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‘Prevention of Type II Diabetes Mellitus in Qatar: Who is at Risk?’ Asks WCMC-Q

diabetesQatar, along with other countries in the Middle East and North Africa region, has seen an alarming rise in its rate of diabetes in recent years.

Today, the populations of several gulf state nations, including Qatar, Saudi Arabia and Kuwait, have rates of diabetes nearly three times the global average. Demographic and lifestyle factors are largely responsible for the increase of diabetes in this region, according to an article appearing in the December 2014 issue of the Qatar Medical Journal.

The article, ‘Prevention of Type II diabetes mellitus in Qatar: Who is at risk?’ presents the results of a case-control study conducted at Hamad Medical Corporation Hospital (HMC) to identify the key risk factors for Type II diabetes among Qatar’s total population, including Qatari nationals and non-Qatari expatriates. The study was led by a team of researchers at Weill Cornell Medical College in both of its branches in New York and Qatar, as well as physicians at HMC. The work was supported by the Qatar Foundation, the Weill Cornell Clinical and Translational Science Center, and the Biostatistics, Epidemiology and Biomathematics Research Core of Weill Cornell Medical College in Qatar (WCMC-Q). Principal Investigator and senior author, Dr Alvin I. Mushlin, the Nanette Laitman Distinguished Professor of Public Health in the Department of Healthcare Policy and Research at Weill Cornell Medical College in New York City, said:

The Qatar National Health Strategy has identified diabetes as one of the high-priority diseases for preventive healthcare, and for good reason. In addition to its direct effect on health and quality of life, diabetes is a cause of conditions such as diabetic retinopathy, kidney failure, cardiovascular disease and associated heart attacks, strokes, and earlier death.’

Paradoxically, the increase of diabetes and other non-communicable diseases in this region is largely tied to major improvements in economic conditions. This period has seen remarkable improvements in the health infrastructure, a lengthening of life expectancy, an increasingly aging population, and a fast pace of urbanization. At the same time the population has become more susceptible to developing diabetes and other chronic diseases associated with a more ‘Westernised’ lifestyle including calorie-rich diets and reduced physical activity. Dr Mushlin said:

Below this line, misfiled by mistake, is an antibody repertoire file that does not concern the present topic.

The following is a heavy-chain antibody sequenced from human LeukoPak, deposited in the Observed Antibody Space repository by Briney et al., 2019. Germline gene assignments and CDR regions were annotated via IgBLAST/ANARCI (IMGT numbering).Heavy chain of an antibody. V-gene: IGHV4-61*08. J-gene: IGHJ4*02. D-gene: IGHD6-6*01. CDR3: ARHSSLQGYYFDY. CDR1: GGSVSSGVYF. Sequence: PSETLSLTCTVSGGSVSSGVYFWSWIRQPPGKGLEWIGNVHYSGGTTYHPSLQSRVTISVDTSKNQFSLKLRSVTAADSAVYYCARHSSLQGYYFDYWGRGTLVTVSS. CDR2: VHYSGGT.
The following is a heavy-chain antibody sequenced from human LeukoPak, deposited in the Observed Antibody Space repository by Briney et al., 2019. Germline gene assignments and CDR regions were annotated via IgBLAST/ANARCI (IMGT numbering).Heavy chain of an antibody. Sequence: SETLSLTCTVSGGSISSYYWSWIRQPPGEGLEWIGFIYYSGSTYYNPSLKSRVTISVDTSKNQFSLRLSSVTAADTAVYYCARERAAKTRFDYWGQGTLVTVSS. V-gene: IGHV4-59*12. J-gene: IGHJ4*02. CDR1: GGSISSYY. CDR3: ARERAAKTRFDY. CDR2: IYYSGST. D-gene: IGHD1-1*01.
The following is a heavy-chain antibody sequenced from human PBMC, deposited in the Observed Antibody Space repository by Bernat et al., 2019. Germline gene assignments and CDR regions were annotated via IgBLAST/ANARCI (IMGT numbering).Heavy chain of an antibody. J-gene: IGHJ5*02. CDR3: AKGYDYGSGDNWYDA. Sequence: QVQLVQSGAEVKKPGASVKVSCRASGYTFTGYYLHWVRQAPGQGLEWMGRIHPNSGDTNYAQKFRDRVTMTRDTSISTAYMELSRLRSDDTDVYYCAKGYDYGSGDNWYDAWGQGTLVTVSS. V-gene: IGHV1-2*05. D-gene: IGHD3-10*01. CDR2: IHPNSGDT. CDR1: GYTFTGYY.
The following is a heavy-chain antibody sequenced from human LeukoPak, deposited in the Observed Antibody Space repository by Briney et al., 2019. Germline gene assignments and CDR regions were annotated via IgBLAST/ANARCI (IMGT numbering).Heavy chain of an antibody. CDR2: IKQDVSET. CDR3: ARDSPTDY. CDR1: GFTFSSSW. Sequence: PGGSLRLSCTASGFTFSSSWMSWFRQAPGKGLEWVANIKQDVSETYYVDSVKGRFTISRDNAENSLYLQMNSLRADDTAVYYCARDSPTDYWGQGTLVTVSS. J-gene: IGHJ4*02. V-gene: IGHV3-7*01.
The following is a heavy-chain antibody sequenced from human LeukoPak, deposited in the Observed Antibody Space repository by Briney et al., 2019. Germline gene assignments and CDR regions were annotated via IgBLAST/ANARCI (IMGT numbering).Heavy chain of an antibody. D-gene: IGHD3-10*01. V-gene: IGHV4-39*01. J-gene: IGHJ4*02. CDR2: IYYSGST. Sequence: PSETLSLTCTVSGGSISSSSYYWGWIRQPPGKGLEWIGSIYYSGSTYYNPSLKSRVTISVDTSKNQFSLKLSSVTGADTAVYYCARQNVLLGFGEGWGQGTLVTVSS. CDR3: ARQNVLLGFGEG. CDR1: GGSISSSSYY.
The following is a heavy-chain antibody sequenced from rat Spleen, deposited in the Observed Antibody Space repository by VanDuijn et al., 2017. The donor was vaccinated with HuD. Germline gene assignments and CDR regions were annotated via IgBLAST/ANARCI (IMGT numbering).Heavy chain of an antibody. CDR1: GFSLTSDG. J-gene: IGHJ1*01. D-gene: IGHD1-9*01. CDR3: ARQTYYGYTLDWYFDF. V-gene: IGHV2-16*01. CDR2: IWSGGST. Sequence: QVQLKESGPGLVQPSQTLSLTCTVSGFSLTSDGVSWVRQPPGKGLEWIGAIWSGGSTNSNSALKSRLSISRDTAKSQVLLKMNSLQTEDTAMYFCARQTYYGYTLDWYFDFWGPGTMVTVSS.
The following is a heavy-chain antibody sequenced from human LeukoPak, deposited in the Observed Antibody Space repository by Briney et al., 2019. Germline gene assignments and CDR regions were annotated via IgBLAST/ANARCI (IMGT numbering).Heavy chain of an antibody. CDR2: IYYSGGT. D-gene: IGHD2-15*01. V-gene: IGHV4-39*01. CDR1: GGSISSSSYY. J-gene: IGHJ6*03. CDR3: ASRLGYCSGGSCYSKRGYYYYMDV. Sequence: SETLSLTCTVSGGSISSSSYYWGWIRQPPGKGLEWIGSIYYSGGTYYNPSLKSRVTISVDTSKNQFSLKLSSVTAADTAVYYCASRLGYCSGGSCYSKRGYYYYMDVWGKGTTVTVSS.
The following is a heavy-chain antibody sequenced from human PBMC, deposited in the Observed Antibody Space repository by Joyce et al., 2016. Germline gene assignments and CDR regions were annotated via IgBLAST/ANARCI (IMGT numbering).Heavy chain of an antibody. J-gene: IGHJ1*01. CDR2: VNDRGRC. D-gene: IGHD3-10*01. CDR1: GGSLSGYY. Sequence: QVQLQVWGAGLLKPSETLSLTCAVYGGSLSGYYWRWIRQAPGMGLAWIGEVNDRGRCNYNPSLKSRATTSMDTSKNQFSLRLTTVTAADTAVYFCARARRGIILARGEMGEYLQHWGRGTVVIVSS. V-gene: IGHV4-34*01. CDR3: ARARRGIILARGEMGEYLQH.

We undertook this study to delineate the risk factors for diabetes in Qatar, to highlight areas for future research, and to make recommendations to lower the prevalence of this disease.’

The study involved 459 patients with Type II diabetes mellitus (DM) from HMC outpatient adult diabetes clinics, and 342 control patients from various outpatient clinics and inpatient departments at HMC, during the years 2006-2008. Lead author, Dr Paul J. Christos, Lecturer in Healthcare Policy and Research in the Division of Biostatistics and Epidemiology at Weill Cornell Medical College in New York City, said:

In our study, Qatari nationality was the strongest risk factor for DM, followed by higher income, obesity, no college education, and no vigorous or moderate exercise.’

Since over 80% of the population of Qatar consists of expatriates from countries throughout the Arab world, South Asia, and other regions, the researchers also conducted a sub-analysis of only Qatari nationals to see if this group had a different risk factor profile than the population at large. Dr Christos said:

Our analyses suggest that eliminating obesity and improving awareness about this disease may reduce DM cases by up to one third for the population at large and up to half for Qatari nationals. Promoting physical activity may reduce DM cases by up almost 10% for the population at large and by over 15% for Qatari nationals.’

Study co-author, Hiam Chemaitelly, an epidemiologist in the Infectious Disease Epidemiology Group at WCMC-Q, said:

While, recently, there have been discussions about the role of genetic factors in the rising diabetes levels, our analysis suggests that socio-economic and lifestyle factors are more influential. This should be seen as encouraging…since many lifestyle factors can be modified.

Study co-author, Dr Laith Abu-Raddad, Associate Professor and Principal Investigator of the Infectious Disease Epidemiology Group at WCMC-Q, said:

This evidence collectively supports a health prevention program focusing on modifiable risk factors such as obesity, diabetes awareness, and physical activity to reduce diabetes among Qatari nationals and non-Qatari expatriates. While further evaluation of DM risk factors among the Qatari population (as opposed to the resident population) is important and of interest, these findings highlight the need to focus short-term DM interventions on addressing demographic/lifestyle risk factors to achieve substantial and timely declines in DM levels.’

The authors say:

This study is relevant not only for Qatar, but for other countries in the region as well that have seen similar recent advances in their social and economic status. The findings point to an urgent need to further build up the public health and medical infrastructure to meet the needs of preventing the diseases that are unfortunately associated with this growth.’

Additional study co-authors include Dr Mahmoud Ali Zirie and Dr Dirk Deleu of HMC.

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